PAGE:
Institute for Policy Studies Fellow Ajamu Baraka explains how the 2011 NATO intervention into Libya empowered Boko Haram, and discusses the real motives behind U.S. engagement in Nigeria
ANTON WORONCZUK, TRNN PRODUCER: Welcome to The Real News Network. I’m Anton Woronczuk in Baltimore.
More U.S. officials, military personnel, and weaponry are being deployed to assist the Nigerian government with the search for girls kidnapped by Boko Haram earlier in April. But as the press continues to follow the story, it leaves out the historical context and the conditions that led to the rise of Boko Haram. Our next guest argues that one place to start looking is at the 2011 NATO intervention into Libya.
Joining us now is Ajamu Baraka. Ajamu is a human rights activist, geopolitical analyst, and a fellow at the Institute for Policy Studies, a progressive think tank based in Washington, D.C.
Thanks for joining us, Ajamu.
AJAMU BARAKA, ASSOC. FELLOW, INSTITUTE FOR POLICY STUDIES: Oh, it is my pleasure to be here.
WORONCZUK: So the U.S. press continues to report on what’s going on in Nigeria, mostly to say that it should be understood in terms of the internal religious and ethnic tensions. But you say that the NATO intervention into Libya can help us understand the rise of Boko Haram. Take us through that argument.
BARAKA: Well, I believe that basically you can’t understand what’s happening in Nigeria and the destabilization from this particular group from what happened in Libya [incompr.] Northern and Western Africa as a consequence, that basically as a consequence of the destruction of the Libyan state, you created a political momentum that allowed the Islamic, radical Islamic forces to be invoked. And you had also the creation of stronger ties between those movements and organizations that resulted in direct training and funding of Boko Haram.
So, many people believe in the West, and in particular the U.S., that this was a movement that sort of sprung out of nowhere. But it has deep roots in Nigeria, and as a consequence of what’s happening geopolitically in Northern Africa, it’s been strengthened as a consequence. So the only way we can understand Boko Haram is to contextualize it within the overall activities and realities of Africa.
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WORONCZUK: Another name that has been left out in the reporting of what’s going on in Nigeria is Royal Dutch Shell, which has been in Nigeria since about 1958 and has reportedly been involved in repressing a lot of popular dissent in Nigeria. Take us through how these oil companies have also played a role in the internal conditions of Nigeria.
BARAKA: Well, Shell, along with Mobil, Chevron, Texaco, all have enormous material interests in Nigeria. And as a consequence of those interests and the reaction from Nigeria, the Nigerian population [incompr.] what they see as the unfair exploitation of their resources and the collaboration between these oil companies and the Nigerian government exporting the natural resources, not really investing back into the country.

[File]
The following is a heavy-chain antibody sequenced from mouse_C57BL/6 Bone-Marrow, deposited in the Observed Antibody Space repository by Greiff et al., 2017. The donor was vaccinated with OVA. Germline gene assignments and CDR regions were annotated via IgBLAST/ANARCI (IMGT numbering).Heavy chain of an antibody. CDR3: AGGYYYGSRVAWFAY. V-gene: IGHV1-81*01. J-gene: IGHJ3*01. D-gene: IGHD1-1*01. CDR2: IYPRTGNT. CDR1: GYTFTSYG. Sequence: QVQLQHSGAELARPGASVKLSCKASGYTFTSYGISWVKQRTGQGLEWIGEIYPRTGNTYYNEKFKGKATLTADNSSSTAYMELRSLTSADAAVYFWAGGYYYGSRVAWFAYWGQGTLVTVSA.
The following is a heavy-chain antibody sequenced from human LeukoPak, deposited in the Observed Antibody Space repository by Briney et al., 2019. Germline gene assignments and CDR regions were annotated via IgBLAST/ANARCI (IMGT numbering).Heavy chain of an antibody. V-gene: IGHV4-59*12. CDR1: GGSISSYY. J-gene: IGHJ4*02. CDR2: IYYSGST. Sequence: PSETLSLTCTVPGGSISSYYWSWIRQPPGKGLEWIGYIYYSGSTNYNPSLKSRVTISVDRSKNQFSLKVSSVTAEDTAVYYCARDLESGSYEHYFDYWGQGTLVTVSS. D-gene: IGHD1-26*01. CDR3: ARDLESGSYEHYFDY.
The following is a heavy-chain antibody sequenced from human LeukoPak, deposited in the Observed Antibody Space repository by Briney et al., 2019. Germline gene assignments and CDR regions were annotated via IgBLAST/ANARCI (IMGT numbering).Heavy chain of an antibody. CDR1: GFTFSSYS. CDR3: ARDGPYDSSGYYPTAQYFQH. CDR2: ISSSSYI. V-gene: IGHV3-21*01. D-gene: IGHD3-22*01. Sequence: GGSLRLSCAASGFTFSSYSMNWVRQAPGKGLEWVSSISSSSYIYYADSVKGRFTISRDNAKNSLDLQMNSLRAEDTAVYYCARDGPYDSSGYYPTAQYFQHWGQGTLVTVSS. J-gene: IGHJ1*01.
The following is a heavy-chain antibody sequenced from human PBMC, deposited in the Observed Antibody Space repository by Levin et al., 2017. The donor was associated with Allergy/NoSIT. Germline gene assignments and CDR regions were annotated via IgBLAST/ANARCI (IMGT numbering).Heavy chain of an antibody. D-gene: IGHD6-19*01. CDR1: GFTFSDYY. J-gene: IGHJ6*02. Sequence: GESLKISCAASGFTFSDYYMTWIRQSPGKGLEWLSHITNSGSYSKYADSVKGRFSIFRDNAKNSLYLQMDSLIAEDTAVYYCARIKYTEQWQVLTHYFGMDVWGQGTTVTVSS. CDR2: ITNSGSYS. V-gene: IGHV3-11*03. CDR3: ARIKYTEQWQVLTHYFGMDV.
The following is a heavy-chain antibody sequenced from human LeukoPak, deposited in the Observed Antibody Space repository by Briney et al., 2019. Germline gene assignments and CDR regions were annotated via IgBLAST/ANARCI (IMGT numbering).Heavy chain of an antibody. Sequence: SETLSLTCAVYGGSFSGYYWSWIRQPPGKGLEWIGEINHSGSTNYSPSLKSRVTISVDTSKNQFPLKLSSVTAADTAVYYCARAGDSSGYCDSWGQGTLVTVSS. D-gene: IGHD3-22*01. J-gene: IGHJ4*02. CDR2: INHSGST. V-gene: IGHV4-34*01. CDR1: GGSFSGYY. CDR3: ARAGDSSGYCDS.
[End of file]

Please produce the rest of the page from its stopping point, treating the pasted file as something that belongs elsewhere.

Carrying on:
There is a security crisis from the point of view of the oil companies, I mean, in the southern part of the country. Theft, sabotage, has been the everyday reality in southern Nigeria. While there may not be a direct connection between what we are seeing in northern Nigeria and the role of the oil companies, there is the indirect connection, in the sense that many of us believe that the main objective of U.S. policy in Nigeria is less so connected to their concerns about these Nigerian girls that have been kidnapped, but looking for a pretext to further entrench themselves in the internal politics of Nigeria.
The Nigerian authorities have been somewhat reluctant to allow more involvement from the U.S. military intelligence apparatus in their country. They’ve been resistant to, for example, designating Boko Haram as an international terrorist organization, believing that they could address the issue themselves. But as a consequence of this, this latest controversy, they have felt the political pressure to in fact allow the U.S. entry.
The real objective, though, is not so much the situation in northern Nigeria. I think the real objective of U.S. policy is to get themselves down to the south. That’s where most of the oil is located, and that’s where their real security concerns are located.
WORONCZUK: If I’m not mistaken, also, some AFRICOM officials have been sent to help find–to help assist the Nigerian government find the kidnapped girls. And AFRICOM actually doesn’t have any bases within Africa; it’s actually within Germany. Do you think that the deployment of all this U.S. personnel is to help generate some support in order for AFRICOM to eventually maybe move in to Africa through Nigeria?
BARAKA: You know, there’s always a political and psychological component to military activity, and we know that there have been–there was significant opposition in Nigeria, including in most parts of Africa, to further U.S. involvement in the continent, and in the U.S. also, somewhat. So this situation has provided a sort of propaganda bone for U.S. policymakers to again cloak themselves in the wrapper of humanitarian concerns, to generate real support on the part of the American people for a closer involvement in the affairs of Africa. So, yes, I think that this is a convenient situation for U.S. policymakers to slowly introduce the American public to the fact that they have been expanding their activities in Africa for the last few years and to give it a sense of normalcy and acceptance on the part of the American population.
WORONCZUK: Okay. Ajamu Baraka, fellow at the Institute for Policy Studies, thank you so much for joining us.
BARAKA: Thank you.
WORONCZUK: And thank you for joining us on The Real News Network.
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